“That’s pretty much the life of a National Geographic photographer. Days of looking to be there at the right moment.” Jim Richardson
Jim’s got it right: if you want to get a particular composition, or just the right light, then it can take days of looking and days of waiting. Then you’ve got to get yourself in just the right spot at the right time with the best equipment you have – camera set-up, lens, lens filter, and tripod.
You also need to know your landscape and how it’s lit. If you stand with your back to a Karoo sunset you often have golden light washing over distant mountains. That’s something I’ve wanted to get a good photograph of for a long time. Here’s one from my last shoot.
There’s a second photograph that I’ve worked on many times over the past 10 or 15 years. If you are at Ganora Farm (just outside Nieu Bethesda) and stand looking north towards Compassberg mountain then the sunset is to your left and the light bathes the cliffs and skyline. You can also get lovely colours on the clouds beyond.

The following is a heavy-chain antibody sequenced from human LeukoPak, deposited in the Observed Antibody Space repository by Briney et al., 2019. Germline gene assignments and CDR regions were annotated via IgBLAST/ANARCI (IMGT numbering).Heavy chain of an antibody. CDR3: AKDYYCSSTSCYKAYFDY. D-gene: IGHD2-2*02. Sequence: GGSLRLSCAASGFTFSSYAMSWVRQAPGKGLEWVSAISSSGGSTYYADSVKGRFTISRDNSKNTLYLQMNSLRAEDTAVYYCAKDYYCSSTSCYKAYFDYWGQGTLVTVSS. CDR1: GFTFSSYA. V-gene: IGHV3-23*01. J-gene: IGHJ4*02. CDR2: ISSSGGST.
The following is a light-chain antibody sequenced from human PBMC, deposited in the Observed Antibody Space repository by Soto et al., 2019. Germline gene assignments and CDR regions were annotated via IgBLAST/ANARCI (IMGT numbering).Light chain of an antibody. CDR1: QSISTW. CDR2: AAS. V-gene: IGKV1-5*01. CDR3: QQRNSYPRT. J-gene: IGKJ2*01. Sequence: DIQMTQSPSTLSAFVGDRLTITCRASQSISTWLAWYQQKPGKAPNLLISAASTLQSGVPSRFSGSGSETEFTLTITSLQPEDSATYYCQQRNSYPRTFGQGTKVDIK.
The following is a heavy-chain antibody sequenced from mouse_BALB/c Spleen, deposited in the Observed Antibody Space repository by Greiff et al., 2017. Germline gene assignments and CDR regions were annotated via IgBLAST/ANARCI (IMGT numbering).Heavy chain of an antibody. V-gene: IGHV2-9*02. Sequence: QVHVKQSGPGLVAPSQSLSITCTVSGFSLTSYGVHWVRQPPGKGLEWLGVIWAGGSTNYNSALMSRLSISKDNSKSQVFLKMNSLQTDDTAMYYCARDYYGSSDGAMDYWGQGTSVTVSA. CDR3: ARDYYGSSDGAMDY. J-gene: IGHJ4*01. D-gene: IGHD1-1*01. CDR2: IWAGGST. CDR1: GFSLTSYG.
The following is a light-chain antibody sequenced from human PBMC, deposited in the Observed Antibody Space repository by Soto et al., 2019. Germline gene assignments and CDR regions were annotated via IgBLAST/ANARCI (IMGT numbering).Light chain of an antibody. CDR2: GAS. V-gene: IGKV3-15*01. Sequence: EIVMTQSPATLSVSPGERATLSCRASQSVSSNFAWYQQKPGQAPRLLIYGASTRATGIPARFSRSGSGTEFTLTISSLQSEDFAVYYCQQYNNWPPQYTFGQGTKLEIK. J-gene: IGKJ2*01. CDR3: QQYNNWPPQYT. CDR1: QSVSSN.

Just last month I managed to be there at the right moment for both of these shots. We’d had a dull, hot, overcast afternoon but an hour before sunset a nice rift appeared in the clouds way off to the west. I figured that’s pretty much where the sun would be as it set so I assembled my camera gear and headed to a good vantage point up on the road out of the farm.
One of the reasons I got the pictures I wanted was the lenses I used. It’s the first time I had taken the M.Zuiko 40-150 mm PRO lens with me. I also had the MC-14 telephoto adaptor which enabled me to zoom really close up to the subjects.
I waited for about half an hour keeping an eye out for the sun to drop below the clouds. When it did I shot a picture of the road out from the farm with Compassberg mountain beyond. I used the 12-40 mm PRO lens for this and quickly switched it for the 40-150 mm as I knew the light would change rapidly. Swivelling round so the sun was now behind me I got a couple of really nice pictures of the golden glow on the distant hills and koppies off to the east.
Then I walked back over the road for the long exposure shots of the mountain with clouds behind it. These were taken on the tripod using Live Composite base settings of half a second and a second. Each shot was five minutes long – so either 600 for 300 exposures superimposed in the camera.
It had been a pretty intense hour but I was feeling really pleased. It was a nice walk back through the gloaming with the prospect ahead of a cold beer at the braai.